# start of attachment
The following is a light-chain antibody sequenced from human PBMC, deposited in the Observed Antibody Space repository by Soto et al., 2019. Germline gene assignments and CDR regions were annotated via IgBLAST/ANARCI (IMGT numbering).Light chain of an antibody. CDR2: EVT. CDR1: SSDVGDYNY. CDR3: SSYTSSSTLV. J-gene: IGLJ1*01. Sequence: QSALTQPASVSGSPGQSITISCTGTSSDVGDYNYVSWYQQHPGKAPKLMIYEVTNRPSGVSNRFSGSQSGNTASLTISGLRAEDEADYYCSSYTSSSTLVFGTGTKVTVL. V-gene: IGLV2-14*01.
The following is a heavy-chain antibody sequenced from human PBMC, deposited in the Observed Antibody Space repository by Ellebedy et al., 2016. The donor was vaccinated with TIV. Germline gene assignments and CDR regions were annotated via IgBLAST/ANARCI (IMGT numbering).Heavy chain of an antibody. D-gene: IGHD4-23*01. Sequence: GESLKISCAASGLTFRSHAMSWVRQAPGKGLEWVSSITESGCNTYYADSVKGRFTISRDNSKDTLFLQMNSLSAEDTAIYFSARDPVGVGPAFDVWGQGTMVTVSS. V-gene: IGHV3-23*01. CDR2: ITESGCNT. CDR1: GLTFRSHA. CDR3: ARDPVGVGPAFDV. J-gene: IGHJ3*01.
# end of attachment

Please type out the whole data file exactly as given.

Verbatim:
The following is a light-chain antibody sequenced from human PBMC, deposited in the Observed Antibody Space repository by Soto et al., 2019. Germline gene assignments and CDR regions were annotated via IgBLAST/ANARCI (IMGT numbering).Light chain of an antibody. CDR2: EVT. CDR1: SSDVGDYNY. CDR3: SSYTSSSTLV. J-gene: IGLJ1*01. Sequence: QSALTQPASVSGSPGQSITISCTGTSSDVGDYNYVSWYQQHPGKAPKLMIYEVTNRPSGVSNRFSGSQSGNTASLTISGLRAEDEADYYCSSYTSSSTLVFGTGTKVTVL. V-gene: IGLV2-14*01.
The following is a heavy-chain antibody sequenced from human PBMC, deposited in the Observed Antibody Space repository by Ellebedy et al., 2016. The donor was vaccinated with TIV. Germline gene assignments and CDR regions were annotated via IgBLAST/ANARCI (IMGT numbering).Heavy chain of an antibody. D-gene: IGHD4-23*01. Sequence: GESLKISCAASGLTFRSHAMSWVRQAPGKGLEWVSSITESGCNTYYADSVKGRFTISRDNSKDTLFLQMNSLSAEDTAIYFSARDPVGVGPAFDVWGQGTMVTVSS. V-gene: IGHV3-23*01. CDR2: ITESGCNT. CDR1: GLTFRSHA. CDR3: ARDPVGVGPAFDV. J-gene: IGHJ3*01.